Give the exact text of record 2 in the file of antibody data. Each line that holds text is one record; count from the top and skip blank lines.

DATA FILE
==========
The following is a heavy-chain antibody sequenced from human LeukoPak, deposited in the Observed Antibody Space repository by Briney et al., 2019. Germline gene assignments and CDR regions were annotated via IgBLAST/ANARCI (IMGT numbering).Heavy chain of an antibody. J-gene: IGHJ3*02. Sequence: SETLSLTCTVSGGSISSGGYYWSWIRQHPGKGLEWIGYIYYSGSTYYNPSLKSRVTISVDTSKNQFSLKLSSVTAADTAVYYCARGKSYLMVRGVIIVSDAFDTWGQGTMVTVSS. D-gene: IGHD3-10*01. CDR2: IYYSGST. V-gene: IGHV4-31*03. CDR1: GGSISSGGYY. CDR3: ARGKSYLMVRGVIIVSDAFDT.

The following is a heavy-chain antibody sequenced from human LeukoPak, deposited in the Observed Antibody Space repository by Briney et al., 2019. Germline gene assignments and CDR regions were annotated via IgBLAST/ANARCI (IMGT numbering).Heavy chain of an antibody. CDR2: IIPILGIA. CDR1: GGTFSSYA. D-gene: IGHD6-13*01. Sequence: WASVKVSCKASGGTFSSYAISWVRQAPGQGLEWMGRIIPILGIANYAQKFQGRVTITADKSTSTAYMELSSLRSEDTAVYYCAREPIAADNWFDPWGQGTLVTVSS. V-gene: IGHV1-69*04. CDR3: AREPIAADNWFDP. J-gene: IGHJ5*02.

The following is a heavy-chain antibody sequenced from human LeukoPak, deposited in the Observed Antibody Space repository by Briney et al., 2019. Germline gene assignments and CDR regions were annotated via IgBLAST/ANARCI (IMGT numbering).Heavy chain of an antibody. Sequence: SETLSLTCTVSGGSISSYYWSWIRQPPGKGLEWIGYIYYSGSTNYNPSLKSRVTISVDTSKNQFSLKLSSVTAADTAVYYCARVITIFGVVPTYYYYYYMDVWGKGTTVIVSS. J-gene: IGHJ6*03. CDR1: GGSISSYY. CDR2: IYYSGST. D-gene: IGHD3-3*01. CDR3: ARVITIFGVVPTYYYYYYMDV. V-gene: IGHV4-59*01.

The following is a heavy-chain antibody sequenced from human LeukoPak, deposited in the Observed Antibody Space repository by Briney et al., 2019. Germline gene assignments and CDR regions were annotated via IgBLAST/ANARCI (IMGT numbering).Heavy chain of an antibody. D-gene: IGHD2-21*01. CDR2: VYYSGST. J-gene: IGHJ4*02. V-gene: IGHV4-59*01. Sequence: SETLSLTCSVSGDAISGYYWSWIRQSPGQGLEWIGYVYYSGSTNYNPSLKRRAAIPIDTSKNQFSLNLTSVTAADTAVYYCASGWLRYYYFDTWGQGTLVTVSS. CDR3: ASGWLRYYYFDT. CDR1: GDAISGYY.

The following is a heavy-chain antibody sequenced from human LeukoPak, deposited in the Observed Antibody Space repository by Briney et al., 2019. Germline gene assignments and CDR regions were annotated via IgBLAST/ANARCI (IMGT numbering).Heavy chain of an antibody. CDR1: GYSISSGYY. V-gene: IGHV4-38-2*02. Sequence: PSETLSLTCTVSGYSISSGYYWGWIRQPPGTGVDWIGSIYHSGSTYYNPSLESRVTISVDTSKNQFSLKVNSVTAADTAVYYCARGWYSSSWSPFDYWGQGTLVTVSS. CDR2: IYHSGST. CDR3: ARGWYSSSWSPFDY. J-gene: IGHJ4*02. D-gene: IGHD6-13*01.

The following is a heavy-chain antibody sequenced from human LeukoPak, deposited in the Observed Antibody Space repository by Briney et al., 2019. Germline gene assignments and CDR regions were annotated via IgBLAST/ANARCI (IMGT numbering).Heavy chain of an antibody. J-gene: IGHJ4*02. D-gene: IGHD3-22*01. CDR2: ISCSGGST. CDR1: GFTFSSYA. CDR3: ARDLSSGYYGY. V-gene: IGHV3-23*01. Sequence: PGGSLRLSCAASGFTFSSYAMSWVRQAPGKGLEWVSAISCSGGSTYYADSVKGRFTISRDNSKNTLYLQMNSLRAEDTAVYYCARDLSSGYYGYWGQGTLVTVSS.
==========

The following is a heavy-chain antibody sequenced from human LeukoPak, deposited in the Observed Antibody Space repository by Briney et al., 2019. Germline gene assignments and CDR regions were annotated via IgBLAST/ANARCI (IMGT numbering).Heavy chain of an antibody. CDR2: IIPILGIA. CDR1: GGTFSSYA. D-gene: IGHD6-13*01. Sequence: WASVKVSCKASGGTFSSYAISWVRQAPGQGLEWMGRIIPILGIANYAQKFQGRVTITADKSTSTAYMELSSLRSEDTAVYYCAREPIAADNWFDPWGQGTLVTVSS. V-gene: IGHV1-69*04. CDR3: AREPIAADNWFDP. J-gene: IGHJ5*02.